Between The Lines

Marquees in Ocean City seem to get a lot of attention from motorists, and some businesses do a stellar job of drawing attention to their signs with a little wit and creativity. For example, Seaside Deli’s sign in mid-town Ocean City has been one of my favorites to observe for years.

Last week, one sign that got a lot of attention was at the former home of The Adkins Company on 55th Street. Word is out that Adkins will no longer operate out of its resort location effective immediately, relying instead on its Ocean Pines and Berlin stores. However, the marquee on the property reported last week that a “Gold Club” would soon be taking over the property, sparking quite a bit of concern in Ocean City.

It’s worth noting most of the fears about a sex shop coming into the site are a bit premature, as the resort now has extremely strict rules against these types of stores as a result of the north-end shop opening a few years ago. While these shops are permitted in Ocean City, they are only allowed in certain areas and cannot be near residential communities, thanks to some clever zoning changes.

That point is moot, however, as it appears all the fuss was the result of a joke by a contractor, according to Ocean City Planning and Development Director Jesse Houston, who reported interior renovations are underway to transform it into a new retail store.

Tickets go on sale this morning for the first-ever Chickenstock Live, a day-long festival to be held Saturday, Sept. 24 from 11 a.m.-9 p.m. at Arthur W. Perdue Stadium. The lineup for Chickenstock was announced this week and includes Dionne Warwick, Creedence Clearwater Revisited, Kenny Loggins, America and the Marshall Tucker Band.

Ever since the lineup was announced, a variety of opinions have been expressed. As is usually the case, the unhappy folks have been the most vocal, expressing disappointment the acts are not more current. Many have said this would have been an excellent event 15 to 20 years ago, but not today.

While I understand those beefs, I don’t think the lineup is anything to be ashamed of, considering it’s the first year for the fundraising event. I plan to be there and look forward to hearing Creedence’s “Fortunate Son” in person and seeing how much money is raised for the United Way in the process.

As expected, the bill known as the Maryland Dream Act passed the Senate this week. The bill allows the children of illegal immigrants the opportunity to pay in-state college tuition, despite the fact they are not legal residents of Maryland. This is a significant move because it represents thousands of dollars less these students will have to pay.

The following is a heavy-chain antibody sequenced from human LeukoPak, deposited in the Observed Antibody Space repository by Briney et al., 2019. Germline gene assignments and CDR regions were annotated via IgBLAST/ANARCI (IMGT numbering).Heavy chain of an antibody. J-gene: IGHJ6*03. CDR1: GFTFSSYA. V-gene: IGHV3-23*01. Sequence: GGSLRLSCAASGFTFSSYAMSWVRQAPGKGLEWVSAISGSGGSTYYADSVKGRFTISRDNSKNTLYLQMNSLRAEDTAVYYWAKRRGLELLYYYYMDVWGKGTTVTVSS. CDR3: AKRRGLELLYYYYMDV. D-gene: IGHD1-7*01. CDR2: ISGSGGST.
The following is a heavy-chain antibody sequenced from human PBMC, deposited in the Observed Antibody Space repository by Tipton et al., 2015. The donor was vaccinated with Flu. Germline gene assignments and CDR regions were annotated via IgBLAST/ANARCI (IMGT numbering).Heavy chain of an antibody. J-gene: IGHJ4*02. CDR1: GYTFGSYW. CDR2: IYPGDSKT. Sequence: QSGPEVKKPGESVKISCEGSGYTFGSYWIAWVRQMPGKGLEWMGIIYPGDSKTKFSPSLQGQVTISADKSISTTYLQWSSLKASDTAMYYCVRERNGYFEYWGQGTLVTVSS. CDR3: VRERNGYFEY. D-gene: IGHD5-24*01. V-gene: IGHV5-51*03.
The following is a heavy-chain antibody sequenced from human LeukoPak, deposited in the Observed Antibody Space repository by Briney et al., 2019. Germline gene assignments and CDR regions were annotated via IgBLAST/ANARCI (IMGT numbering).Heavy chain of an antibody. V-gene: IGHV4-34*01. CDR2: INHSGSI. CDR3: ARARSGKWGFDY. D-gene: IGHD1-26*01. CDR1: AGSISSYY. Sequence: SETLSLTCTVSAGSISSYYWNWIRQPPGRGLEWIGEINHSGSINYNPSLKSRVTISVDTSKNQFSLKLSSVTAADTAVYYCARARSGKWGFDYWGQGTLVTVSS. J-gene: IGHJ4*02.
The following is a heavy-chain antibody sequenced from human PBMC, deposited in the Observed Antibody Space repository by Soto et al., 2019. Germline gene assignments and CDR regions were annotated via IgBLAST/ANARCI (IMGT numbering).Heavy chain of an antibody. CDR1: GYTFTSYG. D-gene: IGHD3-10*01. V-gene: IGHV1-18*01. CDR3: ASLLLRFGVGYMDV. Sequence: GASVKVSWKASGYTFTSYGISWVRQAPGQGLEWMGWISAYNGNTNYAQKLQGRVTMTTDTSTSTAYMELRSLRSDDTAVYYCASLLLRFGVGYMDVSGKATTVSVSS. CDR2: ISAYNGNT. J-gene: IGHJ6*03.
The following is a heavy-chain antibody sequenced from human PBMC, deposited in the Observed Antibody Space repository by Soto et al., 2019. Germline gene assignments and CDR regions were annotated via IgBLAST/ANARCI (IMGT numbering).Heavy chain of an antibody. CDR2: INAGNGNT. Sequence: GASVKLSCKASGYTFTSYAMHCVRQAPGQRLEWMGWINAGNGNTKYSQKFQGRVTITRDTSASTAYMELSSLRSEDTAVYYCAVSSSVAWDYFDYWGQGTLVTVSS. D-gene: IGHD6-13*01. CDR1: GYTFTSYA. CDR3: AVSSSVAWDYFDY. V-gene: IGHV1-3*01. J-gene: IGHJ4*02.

It’s a controversial issue, one I hope the House of Delegates does not pass, and it was interesting to see the issue does not flow along party lines as expected, at least as far as the shore’s senators are concerned. Senators Jim Mathias, Richard Colburn and E.J. Pipkin each voted against it earlier this week.

This is a tense time of year for many high school seniors, and a snafu at the University of Delaware sent the stress level through the roof for some students this week.

When I was a high school senior, headlines were made when a southern college inadvertently sent all “Congratulations” letters to the folks who were denied and letters of regret to the students who were accepted. That was a colossal mistake that led to some students, who were mistakenly denied and really were admitted, to look elsewhere for their higher education.

This week’s issue involves the modern day admission process at the University of Delaware. According to the Associated Press, a link on the university’s website allowed online registration for an upcoming event for admitted students. Apparently, the link was available to all applicants, whether they were admitted, waitlisted or denied admission.

The school reports the link was opened and viewed by 61 students who were either waitlisted or denied admission before it was taken down.

About The Author: Steven Green

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The writer has been with The Dispatch in various capacities since 1995, including serving as editor and publisher since 2004. His previous titles were managing editor, staff writer, sports editor, sales account manager and copy editor. Growing up in Salisbury before moving to Berlin, Green graduated from Worcester Preparatory School in 1993 and graduated from Loyola University Baltimore in 1997 with degrees in Communications (journalism concentration) and Political Science.